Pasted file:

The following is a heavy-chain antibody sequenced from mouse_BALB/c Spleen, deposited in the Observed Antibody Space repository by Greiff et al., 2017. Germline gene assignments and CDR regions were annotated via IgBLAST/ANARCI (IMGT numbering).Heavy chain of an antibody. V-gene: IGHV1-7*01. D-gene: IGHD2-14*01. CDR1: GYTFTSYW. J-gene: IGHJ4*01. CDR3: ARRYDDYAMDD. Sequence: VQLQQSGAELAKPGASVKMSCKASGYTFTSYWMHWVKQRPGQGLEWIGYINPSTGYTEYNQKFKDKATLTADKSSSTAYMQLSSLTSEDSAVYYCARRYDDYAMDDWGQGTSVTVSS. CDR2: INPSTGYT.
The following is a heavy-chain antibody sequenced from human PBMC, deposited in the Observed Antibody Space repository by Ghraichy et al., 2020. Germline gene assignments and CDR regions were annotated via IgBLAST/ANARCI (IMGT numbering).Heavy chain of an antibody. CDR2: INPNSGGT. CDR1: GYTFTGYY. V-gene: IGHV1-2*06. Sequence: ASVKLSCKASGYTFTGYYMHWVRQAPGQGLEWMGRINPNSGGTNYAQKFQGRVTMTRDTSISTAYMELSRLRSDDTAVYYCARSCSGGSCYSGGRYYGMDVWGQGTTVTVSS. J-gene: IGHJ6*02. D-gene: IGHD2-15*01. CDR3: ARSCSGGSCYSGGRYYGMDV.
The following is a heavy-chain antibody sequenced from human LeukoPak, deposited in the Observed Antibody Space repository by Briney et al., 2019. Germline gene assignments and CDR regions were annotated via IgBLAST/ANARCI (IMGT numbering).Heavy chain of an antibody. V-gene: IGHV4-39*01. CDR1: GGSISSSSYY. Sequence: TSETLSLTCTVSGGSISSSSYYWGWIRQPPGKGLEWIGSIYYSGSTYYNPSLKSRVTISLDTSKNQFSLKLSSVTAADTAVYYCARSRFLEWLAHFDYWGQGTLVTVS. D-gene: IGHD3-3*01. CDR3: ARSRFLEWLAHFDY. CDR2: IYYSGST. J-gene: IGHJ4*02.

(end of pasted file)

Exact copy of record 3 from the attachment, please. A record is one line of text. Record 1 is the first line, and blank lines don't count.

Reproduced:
The following is a heavy-chain antibody sequenced from human LeukoPak, deposited in the Observed Antibody Space repository by Briney et al., 2019. Germline gene assignments and CDR regions were annotated via IgBLAST/ANARCI (IMGT numbering).Heavy chain of an antibody. V-gene: IGHV4-39*01. CDR1: GGSISSSSYY. Sequence: TSETLSLTCTVSGGSISSSSYYWGWIRQPPGKGLEWIGSIYYSGSTYYNPSLKSRVTISLDTSKNQFSLKLSSVTAADTAVYYCARSRFLEWLAHFDYWGQGTLVTVS. D-gene: IGHD3-3*01. CDR3: ARSRFLEWLAHFDY. CDR2: IYYSGST. J-gene: IGHJ4*02.